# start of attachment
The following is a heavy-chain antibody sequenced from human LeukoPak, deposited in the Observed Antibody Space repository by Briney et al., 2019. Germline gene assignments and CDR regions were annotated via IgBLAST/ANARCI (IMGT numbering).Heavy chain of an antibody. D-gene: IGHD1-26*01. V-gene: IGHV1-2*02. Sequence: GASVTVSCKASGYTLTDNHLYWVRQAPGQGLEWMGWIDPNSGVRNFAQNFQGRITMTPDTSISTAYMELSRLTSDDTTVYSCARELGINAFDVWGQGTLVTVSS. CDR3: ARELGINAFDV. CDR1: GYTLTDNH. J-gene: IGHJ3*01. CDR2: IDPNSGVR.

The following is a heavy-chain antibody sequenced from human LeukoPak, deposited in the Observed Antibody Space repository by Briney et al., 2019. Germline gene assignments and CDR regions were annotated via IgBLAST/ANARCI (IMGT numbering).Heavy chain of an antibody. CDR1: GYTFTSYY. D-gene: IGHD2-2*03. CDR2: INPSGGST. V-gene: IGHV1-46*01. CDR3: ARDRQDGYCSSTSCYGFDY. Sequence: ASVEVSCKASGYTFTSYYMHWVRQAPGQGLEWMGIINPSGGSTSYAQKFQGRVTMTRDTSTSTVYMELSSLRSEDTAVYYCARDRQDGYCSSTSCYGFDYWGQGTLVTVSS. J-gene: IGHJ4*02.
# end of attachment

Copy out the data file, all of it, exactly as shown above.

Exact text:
The following is a heavy-chain antibody sequenced from human LeukoPak, deposited in the Observed Antibody Space repository by Briney et al., 2019. Germline gene assignments and CDR regions were annotated via IgBLAST/ANARCI (IMGT numbering).Heavy chain of an antibody. D-gene: IGHD1-26*01. V-gene: IGHV1-2*02. Sequence: GASVTVSCKASGYTLTDNHLYWVRQAPGQGLEWMGWIDPNSGVRNFAQNFQGRITMTPDTSISTAYMELSRLTSDDTTVYSCARELGINAFDVWGQGTLVTVSS. CDR3: ARELGINAFDV. CDR1: GYTLTDNH. J-gene: IGHJ3*01. CDR2: IDPNSGVR.

The following is a heavy-chain antibody sequenced from human LeukoPak, deposited in the Observed Antibody Space repository by Briney et al., 2019. Germline gene assignments and CDR regions were annotated via IgBLAST/ANARCI (IMGT numbering).Heavy chain of an antibody. CDR1: GYTFTSYY. D-gene: IGHD2-2*03. CDR2: INPSGGST. V-gene: IGHV1-46*01. CDR3: ARDRQDGYCSSTSCYGFDY. Sequence: ASVEVSCKASGYTFTSYYMHWVRQAPGQGLEWMGIINPSGGSTSYAQKFQGRVTMTRDTSTSTVYMELSSLRSEDTAVYYCARDRQDGYCSSTSCYGFDYWGQGTLVTVSS. J-gene: IGHJ4*02.